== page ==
A Poor Man's Classic 747 Collection in 1:400 Scale
Updated: Oct 10, 2022
The Boeing 747 is one of the most iconic airliners to have ever taken to the skies, and quite possibly the civil aircraft that has been replicated the most in the form of toys and models. It was the symbol of air travel during the heyday of the jet age, and flag carriers from all corners of the world wanted to slap their livery onto one of these emblematic juggernauts to show their place in the global scene.
I remember looking at a 747 for the first time, the thing that struck me the most about it was the fact that it had another smaller row of passenger windows on top of the main passenger deck. It seemed as if two airplanes had been stacked up and blended together into a massive two-story flying building. It never ceases to amaze me how the sheer size of the jumbo jet makes it look so graceful as its lifts off and banks away to some distant destination, and even though the same is true for other giants of the sky, there is just something unique about the 747 that sets it apart.
I am far from being alone in having this particular affinity for the 747, as jumbos wearing the liveries of the flag carriers of the world have sent arrows through the hearts of aviation lovers worldwide. While it is great to know that at least I seem to have good taste when it comes to what airplanes I like, this also means that there are a lot of us after 1:400 scale models of 747s wearing iconic liveries.
Unfortunately for us, the odds are not entirely in our favor when it comes to owning 1:400 replicas of our favorite classic jumbos. Unlike a music concert where the best hits are saved for the end, in the world of 1:400 scale model collecting, manufacturers capitalized on highly popular 747s as soon as the molds were available. This would have been totally fine if it wasn’t for another factor that also seems to have started to take place with the advent of 1:400 scale: releases started to become increasingly limited, and rarity became the norm.
Looking at the story of 1:400 scale and where the classic 747 falls in, it seems as if their production sparked at the same time that brands stopped seeing licensing as an obstacle. In other words, production of highly sought-after 747s in 1:400 really took off with the appearance of the all-so-coveted BigBird 747 series of molds, which has been used to produce releases under the Your Craftsman 400 and Aeroclassics banners, as well as some others to a lesser degree. These classic jumbos are hard to come by in the second-hand market, and when they do pop up, they almost always sell for no less than three figures.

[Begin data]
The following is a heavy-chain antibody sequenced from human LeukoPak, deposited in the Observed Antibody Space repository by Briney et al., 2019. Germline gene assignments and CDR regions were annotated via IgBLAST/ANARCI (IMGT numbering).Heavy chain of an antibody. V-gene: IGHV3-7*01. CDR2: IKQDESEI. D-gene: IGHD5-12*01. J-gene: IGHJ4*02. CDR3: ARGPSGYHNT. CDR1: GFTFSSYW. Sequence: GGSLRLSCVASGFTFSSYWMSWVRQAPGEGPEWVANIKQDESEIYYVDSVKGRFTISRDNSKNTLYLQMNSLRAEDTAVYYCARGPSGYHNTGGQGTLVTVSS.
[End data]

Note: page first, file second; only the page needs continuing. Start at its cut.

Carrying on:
As an alternative to the out-of-reach BigBird 747s, I have resorted to obtaining jumbos released by brands other than Your Craftsman and Aeroclassics, and have dubbed them my Poor Man’s 747 Collection. Make no mistake, these are not exactly cheap either, some of them are also hard to find and have actually been released using the BigBird mold, or even a superior one – yes, such a thing existed once upon a time – under less prestigious brand names. However, at least in my case, these were still easier to find and at least affordable when compared to their BigBird counterparts. Below I will go over the five most prominent members of my Poor Man’s 747 club:
Number One – Pan Am 747-121 N747PA “Clipper Juan T. Trippe” Released in 2005 by Blue Box (180 units made according to DiMA):
I got this model during my first round of collecting 1:400 scale models around 2010. I believe I got it from eBay, as the only other place it could have come from would have been a Waffle collection sale, and I can’t find a record of such an order on their website. I also don’t remember how much I paid for it, so it must not have been a whole lot.
I think the BlueBox mold, also used by Magic Models, is actually decent, with a good level of detail for the time. However, the shape of the forward area of the hump, just above the cockpit windows, is noticeably off, similarly to the Phoenix’s current mold, but Blue Box’s oddly-shaped hump/nose does not look as unpleasant as Phoenix's. These models were also notorious for developing paint bubbles and suffering from zinc rot, but my example looks okay for the most part, with only some discrete paint irregularities on the wings, no worse than those found in some models produced by more reputable brands. On this model, however, the titles on the starboard side are misplaced too far aft (some Pan Am 747s wore them like that, but it appears to be wrong for this specific reg.), it is good enough otherwise.